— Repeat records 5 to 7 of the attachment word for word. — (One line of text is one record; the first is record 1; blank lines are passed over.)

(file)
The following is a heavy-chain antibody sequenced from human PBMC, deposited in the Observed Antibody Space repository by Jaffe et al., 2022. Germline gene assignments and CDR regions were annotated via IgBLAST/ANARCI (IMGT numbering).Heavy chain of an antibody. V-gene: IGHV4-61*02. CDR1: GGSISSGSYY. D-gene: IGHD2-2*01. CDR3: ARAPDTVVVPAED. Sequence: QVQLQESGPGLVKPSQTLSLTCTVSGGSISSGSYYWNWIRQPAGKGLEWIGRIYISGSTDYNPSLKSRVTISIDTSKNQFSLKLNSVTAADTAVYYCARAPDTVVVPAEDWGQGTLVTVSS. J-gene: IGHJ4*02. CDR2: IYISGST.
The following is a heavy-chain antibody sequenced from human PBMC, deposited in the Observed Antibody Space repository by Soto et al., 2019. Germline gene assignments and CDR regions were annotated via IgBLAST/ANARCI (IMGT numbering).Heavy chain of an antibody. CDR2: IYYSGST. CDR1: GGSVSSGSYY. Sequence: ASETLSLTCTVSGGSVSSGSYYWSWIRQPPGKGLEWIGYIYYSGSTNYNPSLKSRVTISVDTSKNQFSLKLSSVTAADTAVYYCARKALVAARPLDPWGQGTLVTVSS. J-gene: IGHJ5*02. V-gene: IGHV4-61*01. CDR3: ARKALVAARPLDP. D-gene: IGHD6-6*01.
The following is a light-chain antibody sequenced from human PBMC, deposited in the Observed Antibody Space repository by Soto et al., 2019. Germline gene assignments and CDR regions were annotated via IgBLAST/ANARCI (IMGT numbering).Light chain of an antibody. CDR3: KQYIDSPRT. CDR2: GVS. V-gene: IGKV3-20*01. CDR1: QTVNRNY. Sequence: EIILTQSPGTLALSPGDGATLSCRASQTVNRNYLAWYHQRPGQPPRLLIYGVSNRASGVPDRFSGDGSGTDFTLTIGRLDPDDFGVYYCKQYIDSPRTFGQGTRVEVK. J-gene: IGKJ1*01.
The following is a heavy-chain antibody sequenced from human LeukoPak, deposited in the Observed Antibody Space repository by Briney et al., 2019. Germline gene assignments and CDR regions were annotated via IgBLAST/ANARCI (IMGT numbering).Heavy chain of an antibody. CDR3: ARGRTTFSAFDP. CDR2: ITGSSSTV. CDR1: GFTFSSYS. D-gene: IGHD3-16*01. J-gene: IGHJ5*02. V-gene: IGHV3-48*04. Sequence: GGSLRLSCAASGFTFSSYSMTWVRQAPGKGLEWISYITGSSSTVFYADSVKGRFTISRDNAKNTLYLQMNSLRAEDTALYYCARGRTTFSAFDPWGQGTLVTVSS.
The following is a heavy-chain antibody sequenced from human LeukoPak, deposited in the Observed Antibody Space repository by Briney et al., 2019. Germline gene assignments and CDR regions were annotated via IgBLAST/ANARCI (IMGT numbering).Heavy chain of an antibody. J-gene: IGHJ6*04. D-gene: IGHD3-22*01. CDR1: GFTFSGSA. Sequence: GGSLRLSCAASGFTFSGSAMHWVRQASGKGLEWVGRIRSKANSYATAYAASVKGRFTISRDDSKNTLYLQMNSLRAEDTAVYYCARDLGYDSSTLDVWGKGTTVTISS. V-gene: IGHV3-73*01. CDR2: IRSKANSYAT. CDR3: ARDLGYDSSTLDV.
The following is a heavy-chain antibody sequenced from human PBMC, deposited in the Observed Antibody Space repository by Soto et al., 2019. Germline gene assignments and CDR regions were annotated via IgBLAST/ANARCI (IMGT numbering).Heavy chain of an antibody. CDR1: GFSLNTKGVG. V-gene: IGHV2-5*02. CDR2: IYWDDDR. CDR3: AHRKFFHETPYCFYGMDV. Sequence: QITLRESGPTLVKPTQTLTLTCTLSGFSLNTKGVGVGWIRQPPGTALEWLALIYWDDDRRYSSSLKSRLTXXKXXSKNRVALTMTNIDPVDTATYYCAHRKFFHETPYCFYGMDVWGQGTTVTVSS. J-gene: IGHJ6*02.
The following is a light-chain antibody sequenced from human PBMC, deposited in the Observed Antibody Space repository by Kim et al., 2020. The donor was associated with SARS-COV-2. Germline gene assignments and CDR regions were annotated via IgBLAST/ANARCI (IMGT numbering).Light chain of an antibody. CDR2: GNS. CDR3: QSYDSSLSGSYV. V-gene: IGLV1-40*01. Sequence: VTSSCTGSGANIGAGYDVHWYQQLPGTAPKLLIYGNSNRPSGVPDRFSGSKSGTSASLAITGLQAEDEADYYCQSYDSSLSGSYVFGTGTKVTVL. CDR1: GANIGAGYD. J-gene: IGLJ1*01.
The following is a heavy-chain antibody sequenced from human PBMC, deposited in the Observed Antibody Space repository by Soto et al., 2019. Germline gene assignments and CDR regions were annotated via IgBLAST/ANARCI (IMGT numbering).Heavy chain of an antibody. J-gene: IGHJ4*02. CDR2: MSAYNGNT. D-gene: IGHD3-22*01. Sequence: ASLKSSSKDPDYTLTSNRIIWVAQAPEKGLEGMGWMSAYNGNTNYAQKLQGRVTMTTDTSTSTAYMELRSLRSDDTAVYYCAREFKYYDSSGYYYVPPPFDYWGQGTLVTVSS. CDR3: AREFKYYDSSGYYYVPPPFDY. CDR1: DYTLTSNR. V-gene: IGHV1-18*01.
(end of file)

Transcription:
The following is a heavy-chain antibody sequenced from human LeukoPak, deposited in the Observed Antibody Space repository by Briney et al., 2019. Germline gene assignments and CDR regions were annotated via IgBLAST/ANARCI (IMGT numbering).Heavy chain of an antibody. J-gene: IGHJ6*04. D-gene: IGHD3-22*01. CDR1: GFTFSGSA. Sequence: GGSLRLSCAASGFTFSGSAMHWVRQASGKGLEWVGRIRSKANSYATAYAASVKGRFTISRDDSKNTLYLQMNSLRAEDTAVYYCARDLGYDSSTLDVWGKGTTVTISS. V-gene: IGHV3-73*01. CDR2: IRSKANSYAT. CDR3: ARDLGYDSSTLDV.
The following is a heavy-chain antibody sequenced from human PBMC, deposited in the Observed Antibody Space repository by Soto et al., 2019. Germline gene assignments and CDR regions were annotated via IgBLAST/ANARCI (IMGT numbering).Heavy chain of an antibody. CDR1: GFSLNTKGVG. V-gene: IGHV2-5*02. CDR2: IYWDDDR. CDR3: AHRKFFHETPYCFYGMDV. Sequence: QITLRESGPTLVKPTQTLTLTCTLSGFSLNTKGVGVGWIRQPPGTALEWLALIYWDDDRRYSSSLKSRLTXXKXXSKNRVALTMTNIDPVDTATYYCAHRKFFHETPYCFYGMDVWGQGTTVTVSS. J-gene: IGHJ6*02.
The following is a light-chain antibody sequenced from human PBMC, deposited in the Observed Antibody Space repository by Kim et al., 2020. The donor was associated with SARS-COV-2. Germline gene assignments and CDR regions were annotated via IgBLAST/ANARCI (IMGT numbering).Light chain of an antibody. CDR2: GNS. CDR3: QSYDSSLSGSYV. V-gene: IGLV1-40*01. Sequence: VTSSCTGSGANIGAGYDVHWYQQLPGTAPKLLIYGNSNRPSGVPDRFSGSKSGTSASLAITGLQAEDEADYYCQSYDSSLSGSYVFGTGTKVTVL. CDR1: GANIGAGYD. J-gene: IGLJ1*01.